Merely a year and a half after the success of “Mekong Delta”, director Dante Lam returns for a second over-the-top helping of bombastic action based on real-life events. Concerning the 2015 evacuation of nearly six hundred Chinese citizens from Yemen’s southern port of Aden during the Yemeni Civil War, this new effort from the celebrated filmmaker trades on the same set of tactics created for other Jingoistic military movies to follow the soldiers in their mission.
Fearing a major coup against their citizens, the Chinese Navy orders the members of the Jiaolong Assault Team, stationed near the coast of Morocco where the citizens are located, into action. Arriving in the middle of a massive firefight between the local forces and various rebel troops, the squad eventually gets word that the entire coup being planned is merely a ploy by the rebels in order to access a special material for use in making dirty bombs. Forced to push forward with no other alternative possible, the group manages to put their skills to the test in order to complete the mission and stop the terrorists from successfully acquiring the deadly materials.
‘Operation Red Sea’ emerges as quite the fun film on various fronts. When dealing with issues solely as a bullet-flying, explosion-happy action film, this delivers in spades. The action quotient present here is incredibly thick and fast and is filled with adrenaline-charged set-pieces, from the opening commando operation against the rebels on board the ship full of hostages or the stellar series of maneuvers showing the group entering enemy lines to rescue the civilians being held hostage. These scenes showcase director Lam’s action choreography as well as Faycal Attougui and Jarno Cordia’s stunt coordination rather well with a mix of close-quarter combat and long-range gunfighting. Maintaining a fast, frenetic pace during these scenes, they set the stage for the main section of the film which is the ambush on the terrorists’ village that takes up nearly the final hour of the film. Filled with numerous instances of military-styled gunplay, plenty of bullets riddling bodies and throwing in some car chases and a tank battle during a roving sandstorm for good measure, there are numerous moments within this section of ‘Operation Red Sea’ makes for plenty of explosive fun and thrills with the grandiose combat tactics and strategies utilized. This part of the film delivers in fine form and has plenty to like about it.
What really gives these scenes their power is Lam’s story, placing plenty of importance and prominence on moving the action forward. The setup here, of requiring the squad to get involved in the action early on and generate several lengthy and brutal confrontations with the rebel groups in various locations, offers that kind of simple storyline. With the basic functions serving only to put them into danger charging after the various terrorist members to rescue their hostages or to prevent the shipment from reaching their campsite, the movie doesn’t offer much more than an opportunity for those various fights and chases to occur in order for the squad to make it to safety. With their tactics relying on military practices and other expected procedures without any kind of twist, it plays rather finely in that manner where it’s this series of minor operations within their larger mission. Therefore, the film remains interesting with the straightforward manner of storytelling that keeps ‘Operation Red Sea’ running along without fail. Coupled with the stellar gore provided by Matthew Smith which shines for their realism and brutality, these here help to make the film work nicely.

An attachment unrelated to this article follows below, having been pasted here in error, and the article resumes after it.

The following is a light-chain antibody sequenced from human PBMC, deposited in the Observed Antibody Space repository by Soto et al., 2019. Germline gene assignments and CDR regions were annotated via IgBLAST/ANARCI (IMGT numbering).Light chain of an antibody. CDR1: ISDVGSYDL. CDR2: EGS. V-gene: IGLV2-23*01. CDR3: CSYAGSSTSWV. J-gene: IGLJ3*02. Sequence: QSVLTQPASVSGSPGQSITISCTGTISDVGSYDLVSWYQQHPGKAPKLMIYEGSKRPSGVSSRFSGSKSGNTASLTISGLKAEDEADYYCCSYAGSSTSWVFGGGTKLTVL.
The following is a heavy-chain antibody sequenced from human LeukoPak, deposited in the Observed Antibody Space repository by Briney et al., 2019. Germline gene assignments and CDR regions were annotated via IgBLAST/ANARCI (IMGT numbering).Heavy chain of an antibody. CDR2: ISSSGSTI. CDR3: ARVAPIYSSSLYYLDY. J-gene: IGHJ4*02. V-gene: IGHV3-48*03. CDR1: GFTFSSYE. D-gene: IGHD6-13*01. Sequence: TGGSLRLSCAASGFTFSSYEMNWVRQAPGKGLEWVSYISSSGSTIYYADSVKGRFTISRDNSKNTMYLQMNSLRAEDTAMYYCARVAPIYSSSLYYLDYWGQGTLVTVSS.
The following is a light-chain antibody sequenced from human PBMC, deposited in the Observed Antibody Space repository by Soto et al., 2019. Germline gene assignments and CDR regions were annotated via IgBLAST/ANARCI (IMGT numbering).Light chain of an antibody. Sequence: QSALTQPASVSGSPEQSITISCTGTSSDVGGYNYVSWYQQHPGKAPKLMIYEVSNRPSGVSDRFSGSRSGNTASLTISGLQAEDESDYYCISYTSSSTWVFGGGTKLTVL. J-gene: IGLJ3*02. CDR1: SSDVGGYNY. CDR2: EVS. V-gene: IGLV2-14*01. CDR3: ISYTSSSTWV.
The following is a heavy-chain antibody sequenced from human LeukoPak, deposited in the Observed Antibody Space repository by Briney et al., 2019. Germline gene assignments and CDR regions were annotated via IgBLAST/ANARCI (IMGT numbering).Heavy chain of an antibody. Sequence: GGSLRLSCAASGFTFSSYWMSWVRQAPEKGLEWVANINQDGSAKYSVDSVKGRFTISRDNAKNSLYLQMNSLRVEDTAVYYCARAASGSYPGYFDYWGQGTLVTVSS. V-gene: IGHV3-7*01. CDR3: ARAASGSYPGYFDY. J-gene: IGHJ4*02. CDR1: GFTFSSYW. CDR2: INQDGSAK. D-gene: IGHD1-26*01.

Still, even with these positives, several minor aspects of ‘Operation Red Sea’ really hold it down. The movie is way too long for its own good. Although incredibly fun to watch, the grandiose nature of the action scenes causes the length of the film to spread itself out longer than necessary. Watching the bullet-time travel on several occasions, from the exit from the barrel to the travel it takes over long distances, all the way to where it strikes the intended target, are endless as this features their journey from a great distance all the way to the point of impact. Not only could these scenes be trimmed down or removed altogether, they derail the momentum of the sequence and eat up the running time by going overboard with this tactic that’s not important. The other minor factor is a series of rather obvious and unimpressive CGI led by supervisor Kosta Lagis, that is far from the more realistic stuntwork prepared earlier, which stand-out for the obviousness of the tactic and the places chosen for its execution. Other than these minor issues, there’s not much else to be said about the film.
While not as flawless as some of its counterparts in this recent trend of military-heavy action films emerging, those that do show up are nowhere near as prominent as the positives which make ‘Operation Red Sea’ really enjoyable. Give this a shot if you’re into the previous entries in this style, a fan of the creative parties involved or looking for plenty of adrenaline-charged action in your films, while those that don’t appreciate those terms should avoid altogether.